For now, your best bet is probably to buy an external hard drive, copy your files to it, and mail it to a friend who can keep it in a safe place. It's reliable, easy to figure out, and there's no monthly fee involved.

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About the author:Mike Adams (aka the "Health Ranger") is a best selling author (#1 best selling science book on Amazon.com) and a globally recognized scientific researcher in clean foods. He serves as the founding editor of NaturalNews.com and the lab science director of an internationally accredited (ISO 17025) analytical laboratory known as CWC Labs. There, he was awarded a Certificate of Excellence for achieving extremely high accuracy in the analysis of toxic elements in unknown water samples using ICP-MS instrumentation. Adams is also highly proficient in running liquid chromatography, ion chromatography and mass spectrometry time-of-flight analytical instrumentation.

Adams is a person of color whose ancestors include Africans and Native American Indians. He's also of Native American heritage, which he credits as inspiring his "Health Ranger" passion for protecting life and nature against the destruction caused by chemicals, heavy metals and other forms of pollution.

Adams is the founder and publisher of the open source science journal Natural Science Journal, the author of numerous peer-reviewed science papers published by the journal, and the author of the world's first book that published ICP-MS heavy metals analysis results for foods, dietary supplements, pet food, spices and fast food. The book is entitled Food Forensics and is published by BenBella Books.

In his laboratory research, Adams has made numerous food safety breakthroughs such as revealing rice protein products imported from Asia to be contaminated with toxic heavy metals like lead, cadmium and tungsten. Adams was the first food science researcher to document high levels of tungsten in superfoods. He also discovered over 11 ppm lead in imported mangosteen powder, and led an industry-wide voluntary agreement to limit heavy metals in rice protein products.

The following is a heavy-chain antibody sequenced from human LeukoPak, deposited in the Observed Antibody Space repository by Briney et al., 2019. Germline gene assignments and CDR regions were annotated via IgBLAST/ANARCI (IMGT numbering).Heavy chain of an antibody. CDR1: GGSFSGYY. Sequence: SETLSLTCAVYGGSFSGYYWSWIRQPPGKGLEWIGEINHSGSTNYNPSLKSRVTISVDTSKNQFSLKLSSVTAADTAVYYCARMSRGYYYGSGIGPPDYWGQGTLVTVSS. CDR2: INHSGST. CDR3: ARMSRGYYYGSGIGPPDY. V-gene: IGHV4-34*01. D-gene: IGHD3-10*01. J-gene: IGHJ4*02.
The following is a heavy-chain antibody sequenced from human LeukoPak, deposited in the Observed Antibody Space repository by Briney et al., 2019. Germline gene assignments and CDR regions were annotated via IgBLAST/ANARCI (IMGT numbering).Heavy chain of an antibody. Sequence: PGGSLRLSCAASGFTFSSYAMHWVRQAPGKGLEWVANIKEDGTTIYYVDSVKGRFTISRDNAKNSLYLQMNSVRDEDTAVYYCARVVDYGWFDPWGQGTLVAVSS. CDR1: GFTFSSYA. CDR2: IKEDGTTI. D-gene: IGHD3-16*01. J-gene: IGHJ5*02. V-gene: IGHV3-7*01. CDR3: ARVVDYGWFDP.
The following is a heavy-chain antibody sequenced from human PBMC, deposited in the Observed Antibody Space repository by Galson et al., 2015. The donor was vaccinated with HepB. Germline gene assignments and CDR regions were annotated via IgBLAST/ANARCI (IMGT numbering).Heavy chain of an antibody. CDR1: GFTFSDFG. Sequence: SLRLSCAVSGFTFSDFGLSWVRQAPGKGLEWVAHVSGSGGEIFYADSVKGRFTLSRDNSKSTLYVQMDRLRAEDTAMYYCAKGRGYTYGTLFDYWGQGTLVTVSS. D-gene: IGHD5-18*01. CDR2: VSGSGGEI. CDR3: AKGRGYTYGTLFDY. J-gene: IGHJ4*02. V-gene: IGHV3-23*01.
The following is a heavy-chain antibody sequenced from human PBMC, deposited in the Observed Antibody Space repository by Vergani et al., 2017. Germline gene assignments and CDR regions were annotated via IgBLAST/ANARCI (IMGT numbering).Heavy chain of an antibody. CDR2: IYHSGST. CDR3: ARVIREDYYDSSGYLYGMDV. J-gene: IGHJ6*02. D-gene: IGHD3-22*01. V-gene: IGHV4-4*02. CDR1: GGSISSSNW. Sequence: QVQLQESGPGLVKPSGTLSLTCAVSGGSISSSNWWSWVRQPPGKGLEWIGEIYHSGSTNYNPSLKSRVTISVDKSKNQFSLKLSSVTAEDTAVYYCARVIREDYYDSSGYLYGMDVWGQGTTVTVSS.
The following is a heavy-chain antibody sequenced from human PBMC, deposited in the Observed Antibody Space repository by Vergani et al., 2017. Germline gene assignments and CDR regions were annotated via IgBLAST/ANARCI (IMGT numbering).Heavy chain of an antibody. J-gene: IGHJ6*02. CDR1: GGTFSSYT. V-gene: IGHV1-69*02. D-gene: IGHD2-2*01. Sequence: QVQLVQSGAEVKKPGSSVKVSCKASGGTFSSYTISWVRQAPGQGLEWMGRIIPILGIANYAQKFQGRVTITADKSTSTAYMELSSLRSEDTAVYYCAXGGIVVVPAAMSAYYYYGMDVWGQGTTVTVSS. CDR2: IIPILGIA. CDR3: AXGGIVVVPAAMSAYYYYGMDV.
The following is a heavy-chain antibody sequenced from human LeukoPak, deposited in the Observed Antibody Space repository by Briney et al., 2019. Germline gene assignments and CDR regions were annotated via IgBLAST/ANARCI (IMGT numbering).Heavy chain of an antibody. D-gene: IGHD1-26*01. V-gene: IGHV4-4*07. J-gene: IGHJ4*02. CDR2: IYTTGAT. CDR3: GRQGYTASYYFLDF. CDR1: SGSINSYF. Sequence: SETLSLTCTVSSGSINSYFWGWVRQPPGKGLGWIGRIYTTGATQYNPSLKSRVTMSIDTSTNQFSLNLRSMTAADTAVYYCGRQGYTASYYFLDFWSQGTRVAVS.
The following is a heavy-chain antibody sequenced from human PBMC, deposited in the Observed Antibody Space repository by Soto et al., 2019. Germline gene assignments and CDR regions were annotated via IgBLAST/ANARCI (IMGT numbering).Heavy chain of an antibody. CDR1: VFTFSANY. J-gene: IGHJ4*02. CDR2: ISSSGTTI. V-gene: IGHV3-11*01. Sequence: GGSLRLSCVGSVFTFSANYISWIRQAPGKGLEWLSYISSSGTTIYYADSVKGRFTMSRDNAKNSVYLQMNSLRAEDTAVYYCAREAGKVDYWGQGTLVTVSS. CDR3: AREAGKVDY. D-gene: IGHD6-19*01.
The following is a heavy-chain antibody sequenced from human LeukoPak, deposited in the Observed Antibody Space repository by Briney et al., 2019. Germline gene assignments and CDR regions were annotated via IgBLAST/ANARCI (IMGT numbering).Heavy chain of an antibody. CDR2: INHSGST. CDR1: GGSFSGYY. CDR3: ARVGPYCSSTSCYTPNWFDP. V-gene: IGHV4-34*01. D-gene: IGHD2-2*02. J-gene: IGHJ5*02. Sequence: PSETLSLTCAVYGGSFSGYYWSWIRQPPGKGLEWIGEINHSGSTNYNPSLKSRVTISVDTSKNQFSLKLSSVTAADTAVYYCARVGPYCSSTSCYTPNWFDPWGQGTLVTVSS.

In addition to his lab work, Adams is also the (non-paid) executive director of the non-profit Consumer Wellness Center (CWC), an organization that redirects 100% of its donations receipts to grant programs that teach children and women how to grow their own food or vastly improve their nutrition. Through the non-profit CWC, Adams also launched Nutrition Rescue, a program that donates essential vitamins to people in need. Click here to see some of the CWC success stories.

With a background in science and software technology, Adams is the original founder of the email newsletter technology company known as Arial Software. Using his technical experience combined with his love for natural health, Adams developed and deployed the content management system currently driving NaturalNews.com. He also engineered the high-level statistical algorithms that power SCIENCE.naturalnews.com, a massive research resource featuring over 10 million scientific studies.

Adams is well known for his incredibly popular consumer activism video blowing the lid on fake blueberries used throughout the food supply. He has also exposed "strange fibers" found in Chicken McNuggets, fake academic credentials of so-called health "gurus," dangerous "detox" products imported as battery acid and sold for oral consumption, fake acai berry scams, the California raw milk raids, the vaccine research fraud revealed by industry whistleblowers and many other topics.

Adams has also helped defend the rights of home gardeners and protect the medical freedom rights of parents. Adams is widely recognized to have made a remarkable global impact on issues like GMOs, vaccines, nutrition therapies, human consciousness.

In addition to his activism, Adams is an accomplished musician who has released over a dozen popular songs covering a variety of activism topics.

Click here to read a more detailed bio on Mike Adams, the Health Ranger, at HealthRanger.com.